Once movies slew the novel in the sixties, film was considered the most culturally significant art form. Part of it had to do with the iconic power of the stars, part with the way fans and the media treated film, part with the depth and ambitions of the film makers, with what they were trying to say. There was a time when a film could influence the culture for two years. It would open in a downtown movie house and spread slowly throughout the country; if it was a hit, it would run in cities for months, and in parts of the country, people would be waiting for close to two years to see a major picture. Crowning that influence were the Oscars, honors that could cement the stature of a film or a performer for decades. And in that way, generations would contemplate the meaning of The Godfather, Lawrence of Arabia, Casablanca, On the Waterfront, Chinatown, and so on.

Now movies come and go so fast they barely register. They open wide and even successful films get moved out fast. The significance of the Oscar has diminished in a crowd of other award shows. But with ten or thirteen week runs (along with in-week repeats and off-season reruns), with the close analysis some series receive and the big build-ups to new seasons, and most importantly, with their greater ambitions and more serious content, it is TV shows like Mad Men or Game of Thrones that dominate the culture. At a conference in Hollywood ten days ago, Steven Spielberg predicted a coming “implosion” in the film industry, after which there will be price variances at movie theaters, where “you’re gonna have to pay $25 for the next Iron Man, you’re probably only going to have to pay $7 to see Lincoln.” He also said that Lincoln came “this close” to being an HBO movie instead of a theatrical release. Speaking on the same panel, George Lucas predicted that film exhibition would morph into a Broadway play model, whereby fewer movies are released, they stay in theaters for a year and ticket prices are much higher. His prediction prompted Spielberg to recall that his 1982 film E.T. the Extra-Terrestrial stayed in theaters for a year and four months. Lucas called cable television “much more adventurous” than film nowadays.

Why is this happening? Technological changes, demographic changes, audience preferences—huge movements. But I believe it wouldn’t be happening now, and in the way it has been happening, if The Sopranos hadn’t been so damn good. And it was Chase’s writing and vision, and Gandolfini’s acting, that made it happen.

The Sopranos was The Death of a Salesman of our era: a vision of the way we lived and worked and the costs involved. At first it played as a comedy with a twisted undercurrent of violence; the very simple decision to play the mobster as a suburban family man created the comic framework. This must have horrified Chase, who each season thereafter made Tony an uglier, more violent, more selfish, more controlling and less in control character. But Chase continued to allow Tony elements of humanity, and Gandolfini squeezed the compassion out of each opportunity. “AJ, you’re a good guy,’’ says a frustrated Tony to his son in one late episode, and breaking into Gandolfini’s delivery of that line was all of Tony’s anguished suspicion that AJ was in no way a good guy, not a good citizen in possession of a compassionate heart, and not even a good criminal, a stand-up guy in possession of the nominal capabilities of that profession. You felt sympathy for Tony in that instant, as in so many instants, when Gandolfini expressed a universal human emotion, in this case a father’s terror that his kid might be a ne’er-do-well.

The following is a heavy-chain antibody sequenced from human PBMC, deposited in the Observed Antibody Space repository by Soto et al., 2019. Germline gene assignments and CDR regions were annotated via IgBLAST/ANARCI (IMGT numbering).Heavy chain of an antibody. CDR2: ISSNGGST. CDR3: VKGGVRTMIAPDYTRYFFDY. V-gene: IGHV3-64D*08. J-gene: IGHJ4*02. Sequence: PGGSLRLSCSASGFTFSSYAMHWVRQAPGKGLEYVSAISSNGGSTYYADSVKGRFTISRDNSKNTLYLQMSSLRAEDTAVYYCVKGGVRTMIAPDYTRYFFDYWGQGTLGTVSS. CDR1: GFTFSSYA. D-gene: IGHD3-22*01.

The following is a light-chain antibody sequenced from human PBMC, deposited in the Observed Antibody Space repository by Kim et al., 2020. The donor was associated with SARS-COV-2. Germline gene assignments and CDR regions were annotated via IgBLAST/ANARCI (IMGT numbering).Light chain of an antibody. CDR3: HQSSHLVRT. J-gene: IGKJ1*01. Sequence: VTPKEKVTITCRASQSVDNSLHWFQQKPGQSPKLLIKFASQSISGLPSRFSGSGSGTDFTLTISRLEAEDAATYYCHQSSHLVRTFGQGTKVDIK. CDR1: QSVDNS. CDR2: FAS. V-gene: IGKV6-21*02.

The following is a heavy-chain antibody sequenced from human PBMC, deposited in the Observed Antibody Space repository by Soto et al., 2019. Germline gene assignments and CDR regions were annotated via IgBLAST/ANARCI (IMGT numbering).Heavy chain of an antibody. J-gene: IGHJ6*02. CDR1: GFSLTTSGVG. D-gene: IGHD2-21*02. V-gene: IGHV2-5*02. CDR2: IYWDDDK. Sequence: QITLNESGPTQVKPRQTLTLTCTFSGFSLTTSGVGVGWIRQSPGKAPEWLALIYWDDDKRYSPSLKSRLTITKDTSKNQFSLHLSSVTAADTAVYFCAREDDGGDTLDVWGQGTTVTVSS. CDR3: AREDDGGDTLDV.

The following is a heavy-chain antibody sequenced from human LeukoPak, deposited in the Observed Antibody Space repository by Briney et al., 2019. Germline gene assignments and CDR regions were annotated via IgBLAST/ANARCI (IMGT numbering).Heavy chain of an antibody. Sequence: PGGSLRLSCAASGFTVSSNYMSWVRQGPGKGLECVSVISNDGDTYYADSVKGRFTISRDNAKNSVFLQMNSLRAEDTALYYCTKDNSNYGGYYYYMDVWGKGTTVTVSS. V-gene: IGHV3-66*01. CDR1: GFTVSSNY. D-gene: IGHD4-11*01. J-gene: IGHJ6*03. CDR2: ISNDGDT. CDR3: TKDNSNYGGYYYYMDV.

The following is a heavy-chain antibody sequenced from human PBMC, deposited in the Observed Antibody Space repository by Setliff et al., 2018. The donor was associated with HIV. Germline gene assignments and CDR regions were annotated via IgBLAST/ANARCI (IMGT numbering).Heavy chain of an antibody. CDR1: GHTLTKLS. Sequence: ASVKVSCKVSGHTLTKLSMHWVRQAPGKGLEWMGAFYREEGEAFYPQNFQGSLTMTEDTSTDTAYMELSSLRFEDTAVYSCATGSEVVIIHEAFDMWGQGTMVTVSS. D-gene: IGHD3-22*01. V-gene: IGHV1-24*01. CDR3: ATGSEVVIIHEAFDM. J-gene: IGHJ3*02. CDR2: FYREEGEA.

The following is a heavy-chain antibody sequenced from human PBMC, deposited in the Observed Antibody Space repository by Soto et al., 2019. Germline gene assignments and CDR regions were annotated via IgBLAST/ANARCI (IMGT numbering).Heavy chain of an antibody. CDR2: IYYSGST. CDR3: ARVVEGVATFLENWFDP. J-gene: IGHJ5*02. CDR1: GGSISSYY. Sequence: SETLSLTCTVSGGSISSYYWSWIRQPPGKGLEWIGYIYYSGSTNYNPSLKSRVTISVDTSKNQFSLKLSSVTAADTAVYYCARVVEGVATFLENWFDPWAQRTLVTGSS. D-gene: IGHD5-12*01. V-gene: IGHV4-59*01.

Gandolfini possessed an astonishingly expressive face, and it was constantly in motion. (It’s amazing what he did with his voice, too; it’s astonishing to realize that Tony’s voice was not Gandolfini’s natural voice, that Gandolfini pitched it higher and altered his natural cadences and altered his accent for the part.) In my favorite episode, the 12th of season 2, Gandolfini’s gifts and skills are on peacock display. Following the scene in which Janice shoots Richie Aprile , Tony registers fear, caution, shock, control, authority, fury, sarcasm, love, affection, exasperation—all in a handful of minutes. He calms his sister, he commands his men, he yells at his mother, he mocks his sister, and he opens himself, cautiously, to his wife. It’s just wonderful. And it is one of, I don’t know, ten thousand sequences that mark Gandolfini’s excellence, in The Sopranos and other pieces. (The wonderful In the Loop is Peter Capaldi ‘s movie, but Gandolfini holds his own in every scene he’s in.)

The first episode of The Sopranos aired on January 10, 1999. I was working for Entertainment Weekly, and Ginny and the girls met me in Manhattan. Somehow we ended up at a restaurant called Mayrose, on Broadway near the Flatiron building. We were there early, maybe six o’clock., and the place was nearly empty, although by himself, right in the front, was a man I recognized as James Gandolfini. I almost never bother celebrities, but he was right there, practically underfoot as we waited to be seated, so I put out my hand and congratulated him, and wished him and show great success. I’m glad I did that. It was one of a tiny number of times in my life that I have shaken the hand of genius.

[Cross-posted at JamieMalanowski.com]

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Jamie Malanowski is a writer and editor. He has been an editor at Time, Esquire and most recently Playboy, where he was Managing Editor.